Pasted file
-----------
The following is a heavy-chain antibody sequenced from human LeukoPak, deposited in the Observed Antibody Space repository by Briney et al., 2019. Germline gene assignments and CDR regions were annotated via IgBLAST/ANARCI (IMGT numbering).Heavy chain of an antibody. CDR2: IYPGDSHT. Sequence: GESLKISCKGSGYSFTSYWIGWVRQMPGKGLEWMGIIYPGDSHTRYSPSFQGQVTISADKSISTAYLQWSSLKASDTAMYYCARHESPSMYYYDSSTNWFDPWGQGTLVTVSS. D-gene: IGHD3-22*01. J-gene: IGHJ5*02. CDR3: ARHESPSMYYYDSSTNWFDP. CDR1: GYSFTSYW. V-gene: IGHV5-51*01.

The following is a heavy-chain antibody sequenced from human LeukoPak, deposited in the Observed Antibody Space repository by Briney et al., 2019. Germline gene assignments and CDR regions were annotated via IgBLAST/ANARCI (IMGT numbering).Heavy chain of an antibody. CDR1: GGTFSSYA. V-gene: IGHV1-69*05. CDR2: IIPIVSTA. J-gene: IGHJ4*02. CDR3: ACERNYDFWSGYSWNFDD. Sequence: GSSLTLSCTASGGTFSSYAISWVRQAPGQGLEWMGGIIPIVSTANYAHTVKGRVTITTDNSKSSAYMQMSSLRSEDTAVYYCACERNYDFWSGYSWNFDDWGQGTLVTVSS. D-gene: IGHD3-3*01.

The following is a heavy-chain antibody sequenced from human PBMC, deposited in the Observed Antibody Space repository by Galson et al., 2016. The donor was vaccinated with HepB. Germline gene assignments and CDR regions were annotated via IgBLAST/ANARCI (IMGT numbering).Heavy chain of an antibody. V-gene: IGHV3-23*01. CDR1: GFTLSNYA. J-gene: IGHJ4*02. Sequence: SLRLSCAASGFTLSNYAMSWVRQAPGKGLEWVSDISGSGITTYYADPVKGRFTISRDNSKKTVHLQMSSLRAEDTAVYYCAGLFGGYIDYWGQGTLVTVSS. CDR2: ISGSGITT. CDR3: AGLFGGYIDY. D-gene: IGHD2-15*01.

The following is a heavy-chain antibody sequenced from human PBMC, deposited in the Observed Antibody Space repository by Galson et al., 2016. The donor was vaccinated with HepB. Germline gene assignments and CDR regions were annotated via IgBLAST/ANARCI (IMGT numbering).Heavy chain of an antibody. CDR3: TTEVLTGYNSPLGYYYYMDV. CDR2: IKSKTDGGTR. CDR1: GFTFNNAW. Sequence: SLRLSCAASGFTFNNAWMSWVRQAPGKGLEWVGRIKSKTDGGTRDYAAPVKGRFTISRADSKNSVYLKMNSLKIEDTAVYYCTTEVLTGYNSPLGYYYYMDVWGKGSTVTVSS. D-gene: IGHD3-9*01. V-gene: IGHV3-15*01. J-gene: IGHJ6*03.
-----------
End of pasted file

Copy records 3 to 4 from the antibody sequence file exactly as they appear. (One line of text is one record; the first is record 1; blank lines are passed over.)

The following is a heavy-chain antibody sequenced from human PBMC, deposited in the Observed Antibody Space repository by Galson et al., 2016. The donor was vaccinated with HepB. Germline gene assignments and CDR regions were annotated via IgBLAST/ANARCI (IMGT numbering).Heavy chain of an antibody. V-gene: IGHV3-23*01. CDR1: GFTLSNYA. J-gene: IGHJ4*02. Sequence: SLRLSCAASGFTLSNYAMSWVRQAPGKGLEWVSDISGSGITTYYADPVKGRFTISRDNSKKTVHLQMSSLRAEDTAVYYCAGLFGGYIDYWGQGTLVTVSS. CDR2: ISGSGITT. CDR3: AGLFGGYIDY. D-gene: IGHD2-15*01.

The following is a heavy-chain antibody sequenced from human PBMC, deposited in the Observed Antibody Space repository by Galson et al., 2016. The donor was vaccinated with HepB. Germline gene assignments and CDR regions were annotated via IgBLAST/ANARCI (IMGT numbering).Heavy chain of an antibody. CDR3: TTEVLTGYNSPLGYYYYMDV. CDR2: IKSKTDGGTR. CDR1: GFTFNNAW. Sequence: SLRLSCAASGFTFNNAWMSWVRQAPGKGLEWVGRIKSKTDGGTRDYAAPVKGRFTISRADSKNSVYLKMNSLKIEDTAVYYCTTEVLTGYNSPLGYYYYMDVWGKGSTVTVSS. D-gene: IGHD3-9*01. V-gene: IGHV3-15*01. J-gene: IGHJ6*03.